Don’t assume you can’t get colorectal cancer. Don’t assume you’re too young or too healthy. Don’t assume that colorectal cancer can’t be prevented. Don’t assume that screening is scary or difficult. Don’t assume that you can’t beat colorectal cancer.
Don’t assume you’re alone.
Assumptions and misconceptions are being challenged for the “Don’t Assume” campaign during National Colorectal Cancer Awareness Month in March.
Colorectal cancer, which is cancer of the colon or rectum, is the second leading cause of cancer deaths in the United States, according to the Centers for Disease Control and Prevention.
Faith Schiltz, advanced registered nurse practitioner (ARNP) at Promise Community Health Center in Sioux Center, said the good news, however, is precancerous polyps can be detected before people even get colorectal cancer. Therefore, if caught early, colorectal cancer is highly preventable and treatable.
She said everyone 50 years and older should be screened on regular intervals.
“It’s so important to make sure that we’re following through on recommendations and that you’re talking with your medical provider and also talking with your family – knowing what your family history is,” Schiltz said. “Was there an immediate family member who had cancer? And, if they had colon cancer, how old were they? In giving that information to your provider, together you can make a very good sound decision on when to screen and how to screen.”
Promise again is placing a high emphasis on getting as many people screened as possible for colorectal cancer.
To encourage people to get screened, Promise has a limited number of $30 Casey’s General Store gift cards to give to patients who complete a home stool test for colorectal cancer. The promotion will run through April 15.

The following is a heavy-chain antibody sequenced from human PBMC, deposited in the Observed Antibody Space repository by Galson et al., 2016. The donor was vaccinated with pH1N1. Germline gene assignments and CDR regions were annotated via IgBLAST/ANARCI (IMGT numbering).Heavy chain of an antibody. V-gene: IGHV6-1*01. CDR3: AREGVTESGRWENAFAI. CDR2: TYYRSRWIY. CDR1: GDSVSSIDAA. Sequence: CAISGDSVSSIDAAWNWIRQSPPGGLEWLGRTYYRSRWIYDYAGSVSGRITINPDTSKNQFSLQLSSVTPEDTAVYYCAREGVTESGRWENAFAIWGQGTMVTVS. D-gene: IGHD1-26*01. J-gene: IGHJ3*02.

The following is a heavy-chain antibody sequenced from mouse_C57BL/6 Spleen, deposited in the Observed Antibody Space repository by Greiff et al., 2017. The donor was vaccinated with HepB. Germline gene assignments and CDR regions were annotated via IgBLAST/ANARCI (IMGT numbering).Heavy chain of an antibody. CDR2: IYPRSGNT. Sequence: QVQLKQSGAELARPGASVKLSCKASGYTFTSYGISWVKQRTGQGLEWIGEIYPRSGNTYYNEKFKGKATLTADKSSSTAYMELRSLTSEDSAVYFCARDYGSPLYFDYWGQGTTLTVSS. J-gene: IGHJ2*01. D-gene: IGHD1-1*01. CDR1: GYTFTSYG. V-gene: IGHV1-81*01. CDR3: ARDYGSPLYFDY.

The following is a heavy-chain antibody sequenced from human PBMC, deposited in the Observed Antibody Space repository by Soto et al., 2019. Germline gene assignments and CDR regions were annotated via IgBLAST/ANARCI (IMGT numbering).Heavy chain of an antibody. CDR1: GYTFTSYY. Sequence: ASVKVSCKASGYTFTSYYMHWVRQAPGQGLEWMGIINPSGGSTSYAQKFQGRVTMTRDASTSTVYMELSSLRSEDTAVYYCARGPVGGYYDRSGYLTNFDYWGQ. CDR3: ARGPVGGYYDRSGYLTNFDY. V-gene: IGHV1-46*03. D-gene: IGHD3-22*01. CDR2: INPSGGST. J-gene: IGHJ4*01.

Anyone who is between the ages of 50-75 and who has not had a colonoscopy in the last 10 years or has not completed a fecal immunochemical test (FIT) in the last 12 months will be eligible to receive the gift card.
All they have to do is receive a FIT kit from Promise, complete the test and mail it back.
FIT has been proven to be an effective screening tool for colorectal cancer. The noninvasive test, which is completed at home, detects hidden blood in a person’s stool. The test should be completed every year. For established Promise patients, they can call to have a FIT kit mailed to them or arrange to pick one up. For new patients, they are encouraged to schedule an appointment with one of Promise’s providers – Dr. Del Lassen and nurse practitioners Tana Kass, Amy Waterman and Schiltz – to receive the FIT kit.
The FIT kit includes detailed instructions and materials that patients need to collect the samples and mail them back to Promise.
“We will test it and notify you whether it’s normal or abnormal. If it’s abnormal, we’ll give you recommendation of what the next step is,” Schiltz said. “That’s pretty easy. You can do it at home.”
FIT is a low-cost test. Most insurance policies cover most or all of the cost. For low-income people who do not have insurance or their insurance does not cover the test, Promise’s sliding-fee scale will reduce the cost.
For more information or to receive a FIT kit, call Promise at 712-722-1700.
WATCH TO LEARN MORE:
Faith Schiltz, advanced registered nurse practitioner (ARNP) at Promise CHC, shares what colorectal cancer is and how, when and why people should get screened in this video. The video also can be found on YouTube at: https://youtu.be/Xno_MsTJtrY.
WHAT IS COLORECTAL CANCER?
Colorectal cancer is the second leading cause of cancer deaths in the United States, according to the Centers for Disease Control and Prevention. About 140,000 Americans are diagnosed with colorectal cancer every year, and more than 50,000 people die from it. Colorectal cancer affects men and women equally.
The cancer usually starts from precancerous polyps, or growths, in the colon or rectum. The colon is the large intestines, and the rectum is the passageway that connects the colon to the anus. Over time, the polyps can turn into cancer. Screening tests – ranging from a home fecal immunochemical test (FIT) to a colonoscopy – can find precancerous polyps so that they can be removed before turning into cancer. The screenings are important because they can detect polyps or cancer before people experience any symptoms.
More than 90 percent of colorectal cancers occur in people ages 50 or older, according to the CDC. Some people have higher risk factors.
To learn more about colorectal cancer, visit these resources: Centers for Disease Control and Prevention and American Cancer Society.